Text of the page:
Suspect surplus Oil income boosts budget, but how permanent will state's windfall be?

Posted: Wednesday, December 01, 2004

Record-high oil prices will send hundreds of millions to state coffers, but lawmakers and budget analysts are warning against calling new revenues a surplus.

A forecast by the Alaska Department of Revenue in April projected the price of a barrel of oil would average $28.30 through fiscal year 2005, which runs from July 2004 through June 2005. But the first five months of the fiscal year have yielded an average price of $42 per barrel.

The oil windfall likely will send more than $500 million to the Alaska's general fund and is enough to cover the state's fiscal gap of $360 million, according to state budget director Cheryl Frasca.

"It's an unusual position to be in," Frasca said. "We're trying to be judicious in how to spend it."

Gov. Frank Murkowski will release his proposed budget for fiscal year 2006 next month, but he already has rolled out several spending proposals, the most notable being a $126 million increase to K-12 education funding over the next two years. That's in addition to the $82 million increase this year, which was touted as the largest funding boost to schools in the state's history, Frasca said.

Monday in Anchorage, Murkowski announced a package of budget proposals that would send $6 million to the Office of Children's Services and $1.5 million to the Division of Juvenile Justice.

Other proposals announced earlier this month would provide $7.1 million for state substance abuse and fetal alcohol syndrome prevention programs and a $1 million grant for social services programs for the needy.

Lawmakers and budget analysts warn that much of the new revenue will be needed to help fund programs that have been cut.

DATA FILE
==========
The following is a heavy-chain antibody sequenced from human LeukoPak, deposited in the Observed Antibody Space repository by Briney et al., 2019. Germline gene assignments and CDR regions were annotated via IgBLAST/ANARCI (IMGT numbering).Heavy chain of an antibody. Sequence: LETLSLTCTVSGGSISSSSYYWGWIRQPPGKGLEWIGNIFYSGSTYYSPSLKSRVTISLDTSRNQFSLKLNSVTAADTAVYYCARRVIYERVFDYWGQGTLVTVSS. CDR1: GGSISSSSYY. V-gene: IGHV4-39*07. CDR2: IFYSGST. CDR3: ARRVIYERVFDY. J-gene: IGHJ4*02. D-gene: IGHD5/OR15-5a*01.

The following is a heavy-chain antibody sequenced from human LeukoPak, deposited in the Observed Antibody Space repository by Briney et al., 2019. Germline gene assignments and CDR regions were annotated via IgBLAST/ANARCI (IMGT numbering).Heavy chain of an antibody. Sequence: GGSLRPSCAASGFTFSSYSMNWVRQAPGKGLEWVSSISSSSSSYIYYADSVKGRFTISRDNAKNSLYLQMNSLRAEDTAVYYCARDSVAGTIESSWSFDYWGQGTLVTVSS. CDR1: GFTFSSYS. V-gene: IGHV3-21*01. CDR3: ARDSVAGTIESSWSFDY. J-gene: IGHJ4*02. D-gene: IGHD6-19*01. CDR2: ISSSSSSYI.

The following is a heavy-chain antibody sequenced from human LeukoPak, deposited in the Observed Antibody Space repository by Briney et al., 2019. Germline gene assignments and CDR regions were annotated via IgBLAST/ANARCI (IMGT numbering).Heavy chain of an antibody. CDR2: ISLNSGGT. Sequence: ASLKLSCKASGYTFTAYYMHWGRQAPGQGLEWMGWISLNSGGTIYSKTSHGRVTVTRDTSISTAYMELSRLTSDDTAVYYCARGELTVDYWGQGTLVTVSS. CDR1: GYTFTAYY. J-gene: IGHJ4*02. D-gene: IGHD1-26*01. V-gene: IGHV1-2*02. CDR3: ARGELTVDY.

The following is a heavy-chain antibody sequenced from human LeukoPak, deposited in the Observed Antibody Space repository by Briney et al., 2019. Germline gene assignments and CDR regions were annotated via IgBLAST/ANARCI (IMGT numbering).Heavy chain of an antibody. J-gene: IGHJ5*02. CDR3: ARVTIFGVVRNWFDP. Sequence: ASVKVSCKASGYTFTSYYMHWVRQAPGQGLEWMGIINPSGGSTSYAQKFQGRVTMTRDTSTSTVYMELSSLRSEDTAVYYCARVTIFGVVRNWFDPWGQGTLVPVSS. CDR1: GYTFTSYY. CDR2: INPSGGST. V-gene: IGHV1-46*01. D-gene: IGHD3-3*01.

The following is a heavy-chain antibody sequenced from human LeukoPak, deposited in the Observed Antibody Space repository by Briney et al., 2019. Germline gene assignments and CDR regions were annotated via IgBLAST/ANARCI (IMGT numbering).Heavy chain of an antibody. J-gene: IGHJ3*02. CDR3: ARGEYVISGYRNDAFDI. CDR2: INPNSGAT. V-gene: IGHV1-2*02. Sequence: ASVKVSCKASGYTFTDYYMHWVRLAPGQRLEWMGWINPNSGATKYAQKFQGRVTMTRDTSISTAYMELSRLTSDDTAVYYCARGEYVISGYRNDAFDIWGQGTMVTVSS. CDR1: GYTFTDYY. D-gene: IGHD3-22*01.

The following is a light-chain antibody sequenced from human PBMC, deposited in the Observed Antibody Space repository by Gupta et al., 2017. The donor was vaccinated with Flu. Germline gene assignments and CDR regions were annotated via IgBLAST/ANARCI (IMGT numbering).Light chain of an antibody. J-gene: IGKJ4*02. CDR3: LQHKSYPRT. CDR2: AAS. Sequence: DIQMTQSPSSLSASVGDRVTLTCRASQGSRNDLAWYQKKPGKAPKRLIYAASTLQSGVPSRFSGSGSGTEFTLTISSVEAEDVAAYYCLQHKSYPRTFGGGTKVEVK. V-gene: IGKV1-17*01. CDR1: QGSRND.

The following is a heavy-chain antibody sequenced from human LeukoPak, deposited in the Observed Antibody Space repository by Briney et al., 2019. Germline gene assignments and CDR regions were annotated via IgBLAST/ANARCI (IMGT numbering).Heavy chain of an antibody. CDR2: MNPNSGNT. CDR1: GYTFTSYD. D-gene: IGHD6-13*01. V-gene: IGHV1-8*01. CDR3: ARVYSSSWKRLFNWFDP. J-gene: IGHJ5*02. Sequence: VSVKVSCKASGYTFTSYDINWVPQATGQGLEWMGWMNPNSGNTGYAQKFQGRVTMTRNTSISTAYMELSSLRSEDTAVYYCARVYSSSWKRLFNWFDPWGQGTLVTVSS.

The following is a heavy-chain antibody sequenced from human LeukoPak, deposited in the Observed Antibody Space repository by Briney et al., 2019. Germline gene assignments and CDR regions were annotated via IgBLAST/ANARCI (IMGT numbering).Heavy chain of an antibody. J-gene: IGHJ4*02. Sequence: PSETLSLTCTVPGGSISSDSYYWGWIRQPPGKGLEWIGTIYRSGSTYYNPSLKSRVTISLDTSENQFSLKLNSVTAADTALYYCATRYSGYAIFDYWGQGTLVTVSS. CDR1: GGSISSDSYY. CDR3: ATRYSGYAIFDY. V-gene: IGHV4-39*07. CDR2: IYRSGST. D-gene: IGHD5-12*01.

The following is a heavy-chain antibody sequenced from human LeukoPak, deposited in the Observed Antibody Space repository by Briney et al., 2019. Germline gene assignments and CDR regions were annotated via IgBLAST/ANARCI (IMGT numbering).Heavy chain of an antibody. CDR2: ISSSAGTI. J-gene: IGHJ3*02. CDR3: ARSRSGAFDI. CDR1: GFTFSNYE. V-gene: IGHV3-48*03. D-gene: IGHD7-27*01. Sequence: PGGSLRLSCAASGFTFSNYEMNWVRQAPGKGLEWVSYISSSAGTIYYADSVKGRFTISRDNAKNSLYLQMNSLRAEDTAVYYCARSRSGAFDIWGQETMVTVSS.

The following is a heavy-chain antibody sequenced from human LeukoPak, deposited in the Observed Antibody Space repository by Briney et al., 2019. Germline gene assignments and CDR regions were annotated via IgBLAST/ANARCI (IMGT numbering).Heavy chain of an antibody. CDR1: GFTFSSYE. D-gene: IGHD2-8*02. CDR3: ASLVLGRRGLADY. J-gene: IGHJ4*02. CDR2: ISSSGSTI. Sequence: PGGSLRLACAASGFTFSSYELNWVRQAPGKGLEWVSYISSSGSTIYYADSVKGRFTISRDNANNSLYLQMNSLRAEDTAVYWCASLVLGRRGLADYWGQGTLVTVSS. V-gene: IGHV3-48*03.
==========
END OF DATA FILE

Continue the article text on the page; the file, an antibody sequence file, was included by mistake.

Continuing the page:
"I view it as a windfall in that it is temporary in nature," Frasca said. "We're not ready to build our future on today's oil prices."

Tom Boutin, deputy commissioner for the Department of Revenue, said although prices are high now, the volatility of the oil markets could bring the price down suddenly. He noted that the average price of a barrel of oil for June was $36.76, compared to October, when the price averaged $48.34.

"Alaskans are accustomed to this kind of volatility and they know this price won't stay up forever," Boutin said. "I don't think anyone should budget on prices that are at the all-time peak for commodities."

Rep. Bruce Weyhrauch, R-Juneau, called the surplus "illusory" because much of the money will go back to programs that were cut by the governor and Legislature in the last few years. The state should deal with the increased cost of health care, education funding, social services needs and other infrastructure projects before establishing new spending, he said.

"We had a $650 million deficit two years ago," he said. "Now we have a $650 million surplus."

Weyhrauch said the oil revenues should not undercut new revenue proposals. The Juneau lawmaker recently was appointed chair of the House Ways and Means Committee, which is tasked with establishing a long-range fiscal plan for the state.

Sen. Kim Elton, D-Juneau, said he anticipates many lawmakers will push for various new infrastructure and public works projects.

"The tension is going to be what meets real needs and what is gorging," he said.

Elton acknowledged the surplus could diminish Democrats' power in the Legislature if it means lawmakers don't face a fiscal gap in 2006. Every year lawmakers must approve opening the state's rainy day account, the Constitutional Budget Reserve, with a three-quarter vote in both the House and Senate. This requires the approval of Democrats, who in the past have held up the appropriation in exchange for their own legislative agenda.

Without a fiscal gap, Democrats could be left virtually powerless.

Speaker of the House-elect John Harris, R-Valdez, said he doesn't want to see a lot of capital projects competing for the new revenues before other infrastructure needs are funded.

"I don't want to see us go out there and put a lot into capital projects when we're not maintaining the old ones," he said, adding that he'd like to see more money for deferred maintenance projects for schools and social services programs for seniors, elderly and the needy.

"Deferred maintenance isn't necessarily bricks and mortar," he said.



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